Every year you hear a manager (or six) talking about how, this year, unlike in the past, his team is really going to be aggressive on the base paths. It’s more of a cliche than Best Shape of His Life, really. Everyone says they’re going to run more, pressure the other team more and take extra bases but once the season starts it’s the same old stuff. No one really runs anymore. Even now, in this allegedly speed-and-defense intensive era, actual base stealing is near historic lows. It’s all talk.
But at least the talk is getting more colorful! Mariners manager Scott Servais spoke with Larry Stone of the Seattle Times and characterized the Mariners’ alleged plan to run more in far more vivid terms than I can recall. The Mariners are talking about “creating some havoc,” to use Servais’ words. He said “A couple of our coaches said, ‘Let’s be uncomfortable.’ Let’s make them uncomfortable. Let’s be uncomfortable to play against.”
This reminds me of tech companies and the strategy of “disruption” or disruptive innovation. It’s an interesting concept. It’s not about innovating in some linear fashion or making things simply better or faster or cheaper. It’s about changing the game in some fundamental way which — and this is important — existing competitors can’t easily ape. Taking advantage of some previously unseen inefficiency in a market to which others simply cannot quickly adapt and which changes the competitive structure.
“Disruption,” however, is one of the most overused words in business and technology. It’s a branding strategy more than an actual business strategy. It’s a term which appears all over the social media profiles of marketing people and consultants but a concept that, in reality, is actually pretty rare in practice. The same goes for baseball and aggressive running games. Everyone talks about it all the time. Occasionally someone does it, like the Royals I suppose. But as we’ve noted here in the past, the story of the Royals isn’t so much a “disruptive” strategy as it’s “having a lot of really good baseball players.”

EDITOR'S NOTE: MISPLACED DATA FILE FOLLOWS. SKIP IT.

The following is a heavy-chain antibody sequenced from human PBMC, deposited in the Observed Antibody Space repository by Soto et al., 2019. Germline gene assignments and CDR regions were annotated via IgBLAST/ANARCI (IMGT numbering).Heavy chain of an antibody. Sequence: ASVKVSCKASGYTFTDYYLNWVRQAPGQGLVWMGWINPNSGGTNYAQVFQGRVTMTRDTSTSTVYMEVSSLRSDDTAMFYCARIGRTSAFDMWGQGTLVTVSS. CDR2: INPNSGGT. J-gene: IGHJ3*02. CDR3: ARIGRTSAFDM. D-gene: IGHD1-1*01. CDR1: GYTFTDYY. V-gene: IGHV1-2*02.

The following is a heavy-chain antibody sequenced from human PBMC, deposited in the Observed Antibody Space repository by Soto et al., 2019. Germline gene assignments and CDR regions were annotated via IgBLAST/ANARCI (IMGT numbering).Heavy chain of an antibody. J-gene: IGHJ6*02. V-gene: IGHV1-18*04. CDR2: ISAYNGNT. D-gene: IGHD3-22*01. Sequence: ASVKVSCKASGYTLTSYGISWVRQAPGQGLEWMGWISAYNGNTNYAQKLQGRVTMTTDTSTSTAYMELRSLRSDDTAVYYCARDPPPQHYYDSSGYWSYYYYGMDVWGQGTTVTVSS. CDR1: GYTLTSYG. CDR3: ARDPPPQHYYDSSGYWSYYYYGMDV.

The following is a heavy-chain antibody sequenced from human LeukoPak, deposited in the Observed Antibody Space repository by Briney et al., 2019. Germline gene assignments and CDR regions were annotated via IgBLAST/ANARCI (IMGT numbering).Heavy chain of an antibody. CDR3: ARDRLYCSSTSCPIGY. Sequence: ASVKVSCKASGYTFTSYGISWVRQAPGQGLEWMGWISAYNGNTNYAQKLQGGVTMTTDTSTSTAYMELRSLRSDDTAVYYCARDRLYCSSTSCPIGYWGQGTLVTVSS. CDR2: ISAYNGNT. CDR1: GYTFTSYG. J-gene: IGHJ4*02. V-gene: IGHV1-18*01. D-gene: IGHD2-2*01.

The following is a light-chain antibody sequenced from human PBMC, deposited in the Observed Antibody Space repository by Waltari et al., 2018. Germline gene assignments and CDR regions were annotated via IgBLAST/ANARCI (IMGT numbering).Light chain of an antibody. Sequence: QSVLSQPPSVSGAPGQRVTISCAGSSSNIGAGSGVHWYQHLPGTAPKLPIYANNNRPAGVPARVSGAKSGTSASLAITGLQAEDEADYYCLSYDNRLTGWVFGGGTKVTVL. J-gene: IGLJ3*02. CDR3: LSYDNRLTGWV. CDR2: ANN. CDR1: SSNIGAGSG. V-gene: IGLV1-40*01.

Which brings us back to the Mariners. I’m not sure that a team with mediocre players simply running more can be disruptive or, to use Servais’ words, “create havoc” or make the opposition “uncomfortable.” All the opposition has to do is keep an eye out for it and, using its superior personnel, stop ’em. Unlike in technology, the only way to really make baseball teams which have been in this business for 150 years “uncomfortable” is to put better players than they have on the field. The Mariners haven’t done that yet. They aren’t disrupting anything.